‘I fell in love with the place’- photographer captures stunning images of Norfolk village
- Credit: Gary Pearson
Shooting stars, snow and the Northern Lights captured to show the true beauty of the county.
Landscape photographer Gary Pearson has been taking pictures of the Norfolk coastline since becoming 'obsessed' with Thornham Staithe near Hunstanton, more than 10 years ago.
The 51-year-old moved from Boston to west Norfolk in 1991 and a came across the Staithe one evening after a meal with his wife.
'We'd been to the Lifeboat Inn [in Thornham],' he said. 'And I thought the moon looked particularly nice. I'd always been a keen photographer so kept a camera on me and I took a few photos.
'To be honest I wasn't really happy with the first photo's so I went back the next day and fell in love with the place. It has everything a landscape photographer could want really, boats, the tide coming and going, old buildings, the old coal barn and nature, it has a bit of everything.'
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Mr Pearson uses the peace and quiet of Thornham to take him away from the hustle and bustle of everyday life.
He added: 'It's only 20 minutes down the road so a 'go to' place for me, a bit of escapism I suppose. I can unwind and indulge my passion at the same time. If I'm not there 2 or 3 times a week it's unusual.'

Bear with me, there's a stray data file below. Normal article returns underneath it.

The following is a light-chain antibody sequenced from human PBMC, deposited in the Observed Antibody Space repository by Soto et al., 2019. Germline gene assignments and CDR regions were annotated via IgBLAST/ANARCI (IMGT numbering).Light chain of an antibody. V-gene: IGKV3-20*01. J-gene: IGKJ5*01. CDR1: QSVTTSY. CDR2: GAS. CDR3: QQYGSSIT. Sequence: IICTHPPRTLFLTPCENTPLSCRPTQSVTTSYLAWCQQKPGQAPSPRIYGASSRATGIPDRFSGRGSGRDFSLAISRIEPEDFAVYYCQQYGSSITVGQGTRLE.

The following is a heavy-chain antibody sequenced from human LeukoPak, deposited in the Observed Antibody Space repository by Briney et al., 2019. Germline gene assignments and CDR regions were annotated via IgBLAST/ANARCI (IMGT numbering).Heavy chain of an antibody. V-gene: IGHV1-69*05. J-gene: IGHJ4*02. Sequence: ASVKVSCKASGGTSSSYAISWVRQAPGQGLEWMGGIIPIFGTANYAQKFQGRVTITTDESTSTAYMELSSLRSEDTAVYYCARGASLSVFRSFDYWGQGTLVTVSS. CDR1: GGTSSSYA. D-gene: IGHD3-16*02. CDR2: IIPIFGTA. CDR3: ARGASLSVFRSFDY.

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The self-employed cleaner has gained quite the following on Facebook with more than 4,000 followers, which grew exponentially when he caught a stunning photo of the Northern Lights in Norfolk in 2016.
'It's a particularly special picture,' he said. 'They were taken when the Northern lights came down much further south than they would do normally and on that occasion they were quite visible to the naked eye, you could see them shimmering as well. I was pretty lucky.'
Mr Pearson said he would continue to take photographs of Thornham as the variety of the village keeps him going back.
He said: 'It doesn't change but it's forever changing. The image itself is the same but the constant comings and goings, seasons, weather, skies, wildlife, there is always something new, something different to photograph.'